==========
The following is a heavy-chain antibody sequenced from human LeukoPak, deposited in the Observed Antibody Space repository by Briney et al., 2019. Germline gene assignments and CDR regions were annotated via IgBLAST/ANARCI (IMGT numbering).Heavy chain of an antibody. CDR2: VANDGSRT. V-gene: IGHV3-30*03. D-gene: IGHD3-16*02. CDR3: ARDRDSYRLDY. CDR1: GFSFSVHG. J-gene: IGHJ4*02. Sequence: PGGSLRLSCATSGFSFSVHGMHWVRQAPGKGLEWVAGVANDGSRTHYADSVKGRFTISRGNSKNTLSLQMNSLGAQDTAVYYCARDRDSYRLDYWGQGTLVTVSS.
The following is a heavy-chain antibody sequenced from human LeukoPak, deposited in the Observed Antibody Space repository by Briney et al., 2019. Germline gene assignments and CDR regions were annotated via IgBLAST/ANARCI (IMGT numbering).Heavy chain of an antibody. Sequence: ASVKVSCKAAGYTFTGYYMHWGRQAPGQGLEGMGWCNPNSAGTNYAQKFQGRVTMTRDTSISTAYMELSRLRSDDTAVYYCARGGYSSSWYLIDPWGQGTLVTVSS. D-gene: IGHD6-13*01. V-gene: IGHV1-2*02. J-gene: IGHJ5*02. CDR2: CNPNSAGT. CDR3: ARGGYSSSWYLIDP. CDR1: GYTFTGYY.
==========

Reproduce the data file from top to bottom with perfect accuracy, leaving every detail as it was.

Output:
The following is a heavy-chain antibody sequenced from human LeukoPak, deposited in the Observed Antibody Space repository by Briney et al., 2019. Germline gene assignments and CDR regions were annotated via IgBLAST/ANARCI (IMGT numbering).Heavy chain of an antibody. CDR2: VANDGSRT. V-gene: IGHV3-30*03. D-gene: IGHD3-16*02. CDR3: ARDRDSYRLDY. CDR1: GFSFSVHG. J-gene: IGHJ4*02. Sequence: PGGSLRLSCATSGFSFSVHGMHWVRQAPGKGLEWVAGVANDGSRTHYADSVKGRFTISRGNSKNTLSLQMNSLGAQDTAVYYCARDRDSYRLDYWGQGTLVTVSS.
The following is a heavy-chain antibody sequenced from human LeukoPak, deposited in the Observed Antibody Space repository by Briney et al., 2019. Germline gene assignments and CDR regions were annotated via IgBLAST/ANARCI (IMGT numbering).Heavy chain of an antibody. Sequence: ASVKVSCKAAGYTFTGYYMHWGRQAPGQGLEGMGWCNPNSAGTNYAQKFQGRVTMTRDTSISTAYMELSRLRSDDTAVYYCARGGYSSSWYLIDPWGQGTLVTVSS. D-gene: IGHD6-13*01. V-gene: IGHV1-2*02. J-gene: IGHJ5*02. CDR2: CNPNSAGT. CDR3: ARGGYSSSWYLIDP. CDR1: GYTFTGYY.